High School Homeschooling Planner {Printable}

As our family heads into a new adventure of preparing for high school homeschooling, I’ve been feeling pretty confused and overwhelmed. I know it’s the usual “something new and unknown” that’s nagging me, but it still feels so big and scary. Knowing that I don’t really have any idea what we’re going to do, I thought making a high school homeschooling planner would be super useful.

High School Homeschooling Planner


Included is a list of the provincial requirements that public school students are required to earn their provincial diplomas. I know that most of the time homeschoolers are ineligible to receive said diplomas but I thought it was a good place to start for a general idea of what to include in your child’s high school studies.

From there, I made a “big picture” page – a way to kind of visualize all high school years at once, where to place what subjects and create a general outline for the next 4 years. That way you can see what gaps you have to fill. This list offers typical core subjects: Math, English, Science, French, History/Geography, and Phys.Ed, plus enough space for 3 electives a year and volunteer plans.

After that, each year is on its own page, allowing you to pick courses, and write down descriptions or whatever you think would be helpful (like where to buy it or where to sign up for it, etc). This could be used as a basic course outline for transcript notes, too as needed.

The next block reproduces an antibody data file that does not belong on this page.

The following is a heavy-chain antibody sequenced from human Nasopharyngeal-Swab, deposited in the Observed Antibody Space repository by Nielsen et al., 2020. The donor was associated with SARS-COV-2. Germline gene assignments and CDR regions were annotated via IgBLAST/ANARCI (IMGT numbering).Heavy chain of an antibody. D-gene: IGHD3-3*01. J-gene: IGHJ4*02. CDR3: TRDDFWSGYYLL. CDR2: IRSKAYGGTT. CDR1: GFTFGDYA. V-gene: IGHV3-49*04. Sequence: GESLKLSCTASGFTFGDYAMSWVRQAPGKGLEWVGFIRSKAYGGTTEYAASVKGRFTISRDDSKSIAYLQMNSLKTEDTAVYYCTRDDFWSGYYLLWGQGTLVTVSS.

The last page is a volunteer hours record sheet – so if your high school student puts in some community hours, you can keep them accountable for how much time they participate.

The goal of these planning sheets is to help you be able to clearly see what your goals and plans are for the next 4 years, in a simple format. Hopefully they help!

3 thoughts on “High School Homeschooling Planner {Printable}”

  1. I love your page, it’s been a huge help. My daughter is going into high school next year and I’m at lost. I’m not sure how it works, any help? Thank you

    1. It will depend a little based on where you live. The first step is to decide if you need or want to complete requirements for an official government issued provincial diploma. Then you have to decide what you are going to learn based on that decision.

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